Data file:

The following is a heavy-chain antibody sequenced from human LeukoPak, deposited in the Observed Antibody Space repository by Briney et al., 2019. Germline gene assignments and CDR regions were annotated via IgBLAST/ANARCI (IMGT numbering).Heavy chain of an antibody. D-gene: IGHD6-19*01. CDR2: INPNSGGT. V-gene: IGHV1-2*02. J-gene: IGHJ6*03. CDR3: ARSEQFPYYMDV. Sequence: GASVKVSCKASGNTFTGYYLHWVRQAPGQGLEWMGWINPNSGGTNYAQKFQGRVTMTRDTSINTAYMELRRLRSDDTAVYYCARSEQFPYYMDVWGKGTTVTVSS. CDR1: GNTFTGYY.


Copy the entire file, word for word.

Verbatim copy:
The following is a heavy-chain antibody sequenced from human LeukoPak, deposited in the Observed Antibody Space repository by Briney et al., 2019. Germline gene assignments and CDR regions were annotated via IgBLAST/ANARCI (IMGT numbering).Heavy chain of an antibody. D-gene: IGHD6-19*01. CDR2: INPNSGGT. V-gene: IGHV1-2*02. J-gene: IGHJ6*03. CDR3: ARSEQFPYYMDV. Sequence: GASVKVSCKASGNTFTGYYLHWVRQAPGQGLEWMGWINPNSGGTNYAQKFQGRVTMTRDTSINTAYMELRRLRSDDTAVYYCARSEQFPYYMDVWGKGTTVTVSS. CDR1: GNTFTGYY.